Both Republican and Democrat politicians are warmongers, elites willing to fight wars on the backs of the “heroic happy dead.”

The Khan moment, however, raises a blunt question: Which party, which candidate, Trump or Hillary, are racists, sexists, homophobes, Islamophobes, and/or xenophobes supporting?

And there is the damning truth because Trump and the Republican Party are the voices of bigotry.

Many, myself included, believe the war in which Humayun Khan died was yet another senseless war, a waste of human life and valuable national resources.

Many also recognize that the Khan family as well as others scarred by these wars have no political party unsullied by warmongering.

Yet, as a pacifist, I must acknowledge that many marginalized people choose to join, serve, fight, and die in the U.S. military.

Black, brown, gay, female, and Muslim—these soldiers may be guided by higher ideals than the calloused and hollow political leaders waging those wars.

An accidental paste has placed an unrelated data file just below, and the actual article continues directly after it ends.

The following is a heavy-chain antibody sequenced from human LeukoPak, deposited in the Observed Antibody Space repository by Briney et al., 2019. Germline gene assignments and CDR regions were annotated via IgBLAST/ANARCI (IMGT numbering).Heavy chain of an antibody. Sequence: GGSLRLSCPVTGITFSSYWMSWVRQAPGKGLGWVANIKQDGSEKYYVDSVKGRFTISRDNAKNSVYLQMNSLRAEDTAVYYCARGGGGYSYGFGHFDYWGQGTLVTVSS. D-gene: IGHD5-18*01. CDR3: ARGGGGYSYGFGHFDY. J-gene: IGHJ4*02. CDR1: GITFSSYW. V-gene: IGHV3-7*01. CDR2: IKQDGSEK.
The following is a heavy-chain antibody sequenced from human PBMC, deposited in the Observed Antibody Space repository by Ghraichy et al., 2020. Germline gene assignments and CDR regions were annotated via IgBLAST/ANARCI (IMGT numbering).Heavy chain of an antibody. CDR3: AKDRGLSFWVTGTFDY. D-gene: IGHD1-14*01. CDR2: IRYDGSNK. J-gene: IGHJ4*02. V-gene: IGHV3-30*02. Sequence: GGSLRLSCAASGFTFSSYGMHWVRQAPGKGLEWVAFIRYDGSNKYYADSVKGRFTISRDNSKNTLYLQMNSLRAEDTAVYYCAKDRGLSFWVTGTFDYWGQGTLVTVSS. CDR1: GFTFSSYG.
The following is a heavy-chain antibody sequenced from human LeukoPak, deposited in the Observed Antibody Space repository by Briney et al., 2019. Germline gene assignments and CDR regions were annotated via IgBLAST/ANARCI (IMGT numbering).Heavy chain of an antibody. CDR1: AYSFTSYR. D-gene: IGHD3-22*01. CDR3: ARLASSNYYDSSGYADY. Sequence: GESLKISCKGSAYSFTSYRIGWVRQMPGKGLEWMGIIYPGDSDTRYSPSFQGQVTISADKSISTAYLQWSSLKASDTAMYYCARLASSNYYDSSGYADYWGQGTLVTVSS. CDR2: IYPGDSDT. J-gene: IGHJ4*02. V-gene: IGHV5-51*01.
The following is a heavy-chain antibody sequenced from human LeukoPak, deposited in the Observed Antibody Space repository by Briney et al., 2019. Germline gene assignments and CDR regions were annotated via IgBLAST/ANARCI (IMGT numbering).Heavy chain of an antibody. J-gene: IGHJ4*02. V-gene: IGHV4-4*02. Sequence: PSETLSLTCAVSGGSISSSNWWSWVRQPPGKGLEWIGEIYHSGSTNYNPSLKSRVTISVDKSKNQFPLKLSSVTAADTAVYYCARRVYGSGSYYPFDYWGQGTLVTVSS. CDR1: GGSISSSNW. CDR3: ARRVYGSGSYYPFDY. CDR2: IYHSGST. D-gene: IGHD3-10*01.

What, then, would these marginalized people be fighting for?

The Khan moment stands before us a test about religious freedom.

A young Muslim man may have seen far more promise for religious freedom in the U.S. than in other countries—until after his sacrifice his parents had to sit by and listen to Trump call for religious intolerance, to watch as a major political party nominated this man in the wake of naked hatred.

Religious freedom for some, but not others, is not religious freedom.

“Injustice anywhere is a threat to justice everywhere.”

The Khan moment is not about limited government, taxation, crumbling infrastructures, or hundreds of legitimate but ultimately mundane issues about which people can have partisan political disagreements.